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Research Article

Availability of Selected Soil Nutrients in Relation to Land Use and Landscape Position

E.U. Onweremadu
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The major aim of this study was to investigate the availability of soil nutrients under different land uses and landscape positions. Three hillslopes were used for the study and soil sampling was guided by the transect technique. The soil samples were collected in May 2004, July 2004 and July 2005. Five soil nutrients, namely Total Phosphorus (TP), Available Phosphorus (AP), Total Nitrogen (TN), Available Nitrogen (AN) and Soil Organic Matter (SOM) were analyzed and used for the study. Data were statistically analyzed using analysis of variance (ANOVA) and mean comparisons were made using Least Significant Difference (LSD). Results showed significant (p<0.05) differences in SOM, TN and AN among land uses. Heaviest soil deterioration was recorded in soils under Pineapple Orchard (PO) and least in Grassland (GL) soils. There were significant (p<0.05) differences in soil nutrients due to landscape positions especially in Hillslopes B and C. Surprisingly, values of soil nutrients were higher in middle slopes of Hillslope C unlike in the other two where such occurred in the footslopes. The SOM had very great influence on AP and AN.

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E.U. Onweremadu , 2007. Availability of Selected Soil Nutrients in Relation to Land Use and Landscape Position. International Journal of Soil Science, 2: 128-134.

DOI: 10.3923/ijss.2007.128.134



Soil fertility is a major factor in determining soil productivity. This fact necessitates the characterization of the spatial and temporal variabilities of soil nutrients in relation to site features. Such identification of site characteristics such as climate, land use and landscape position helps in predicting rates of ecosystem processes (Schimel et al., 1991), assessing the effects of future land use change on nutrients (Kosmas et al., 2000) and understanding how ecosystems work (Townsend et al., 1995).

Under similar agroecological environments, land use and cultural practices become the dominant factors affecting soil properties and crop production (Nnaji et al., 2002). People through their crop production practices influence course of the formation and the physico-chemical status of the soil at any given time (Asadu and Enete, 1997). Akamigbo (2001) observed that at any given time land use is a resultant interplay of available land resources with cultural, social and economic conditions of the past and present development. Ogunkunle and Egghaghara (1992) reported significant differences between land use types in soil pH, extractable P, K, Ca, Mg, total nitrogen, organic matter and bulk density. It was also observed that soils formed over the same parent material and under the same climate and relief had dissimilar bulk densities due to cultivation (Akamigbo, 1999). Land use information is therefore critical for a wide variety of decision-making purposes. Unsuitable land use often leads to sub-optimal use of land and agricultural investments and this triggers processes such as degradation.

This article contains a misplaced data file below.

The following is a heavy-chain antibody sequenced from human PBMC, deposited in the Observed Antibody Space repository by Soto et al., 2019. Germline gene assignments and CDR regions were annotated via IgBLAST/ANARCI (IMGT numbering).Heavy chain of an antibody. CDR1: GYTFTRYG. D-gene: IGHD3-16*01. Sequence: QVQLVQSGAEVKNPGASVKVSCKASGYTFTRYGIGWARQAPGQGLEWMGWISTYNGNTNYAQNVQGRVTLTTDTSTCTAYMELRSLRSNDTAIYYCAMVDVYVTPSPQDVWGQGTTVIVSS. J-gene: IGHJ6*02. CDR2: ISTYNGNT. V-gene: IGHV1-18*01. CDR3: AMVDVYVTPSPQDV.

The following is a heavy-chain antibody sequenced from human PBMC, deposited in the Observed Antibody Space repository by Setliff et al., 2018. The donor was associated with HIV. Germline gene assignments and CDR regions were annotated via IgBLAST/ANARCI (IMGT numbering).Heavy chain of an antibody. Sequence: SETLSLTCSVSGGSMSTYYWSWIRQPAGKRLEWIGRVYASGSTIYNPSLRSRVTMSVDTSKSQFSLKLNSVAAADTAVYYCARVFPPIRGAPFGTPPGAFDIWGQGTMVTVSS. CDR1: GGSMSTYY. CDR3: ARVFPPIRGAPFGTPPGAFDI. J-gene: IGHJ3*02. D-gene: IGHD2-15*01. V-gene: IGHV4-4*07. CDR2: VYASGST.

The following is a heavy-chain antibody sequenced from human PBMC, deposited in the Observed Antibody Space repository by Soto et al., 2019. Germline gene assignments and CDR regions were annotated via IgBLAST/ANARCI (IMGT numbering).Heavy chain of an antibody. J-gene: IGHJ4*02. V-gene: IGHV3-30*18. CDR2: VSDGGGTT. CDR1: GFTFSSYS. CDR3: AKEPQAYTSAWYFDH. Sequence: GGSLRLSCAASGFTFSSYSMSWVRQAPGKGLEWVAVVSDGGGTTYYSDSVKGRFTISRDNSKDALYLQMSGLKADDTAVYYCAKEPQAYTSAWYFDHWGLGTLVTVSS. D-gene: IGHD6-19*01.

Topography expressed as landscape position is a very important factor of soil formation. Esu (2005) noted that topography hastens or delays the work of climatic factors, stating that south-facing slopes in the northern hemisphere are more perpendicular to the sunrise and are generally warmer than their north-facing counterparts. This trend introduces variability in some soil properties especially organic matter, temperature and moisture characteristics. Landscape position in conjunction with land use may be dominant factors in influencing soil properties under a hillslope and small catchment scale. Landscape position creates differences in soil formation and consequently difference in soil properties along a hillslope (Brubaker et al., 1993). Landscape positions influence runoff, drainage, temperature and soil erosion. All these affect local carbon and nitrogen processes (Hobbie, 1996) and the variability of soil properties is large in complex hills (Miller et al., 1988), especially in organic matter content (Bhatti et al., 1991).

Most soil studies on land use are broad-based and on degradation (Mbagwu and Abeh, 1998; Akamigbo, 1999; Dixon and Asadu, 2001). But understanding how much nutrient resources vary across landscapes has become the focal point of much ecological research (Benning and Seastedt, 1995) and land use being an integrator of several environmental attributes which influence nutrients export (Young et al., 1996), it becomes necessary to investigate their sole and interactive effects on soil nutrients. The objective of this study was to assess the effects of land use and landscape on the availability of soil nutrients (2) investigate status of soil deterioration and (3) determine the relationship among soil nutrients.


Study Area
Ohafia in Abia State, southeastern Nigeria lies on latitude 5°521 2911. 670 N and longitude 7°5412511. 240 E. The major geologic material in the area is Lower Coal Measures (Mamu formation) of the maestrichtian age, containing sandstones, shale, mudstones and marine intercalations. It lies within the Nsukka-Okigwe Cuesta which swings southwards terminating at Arochukwu where it is characterized by a series of rugged hills. Soils have been characterized as Dystropeptic Tropustults (USDA Soil Taxonomy) (Onweremadu, 2006). Rainfall ranges from 1750-2000 mm annually with a mean annual temperature range of 26-28°C. It has a typical rainforest vegetation which has lost its original nature due to population increase and consequent anthropogenic activities. Farming is mainly practiced at a subsistence level with the traditional slash-and-burn method irrespective of the fragility of the ecosystem. Soil fertility regeneration is by bush fallow, which is fast disappearing due to demographic pressure. Crops are grown in cassava-based mixtures despite the increasing rate of soil degradation by soil erosion.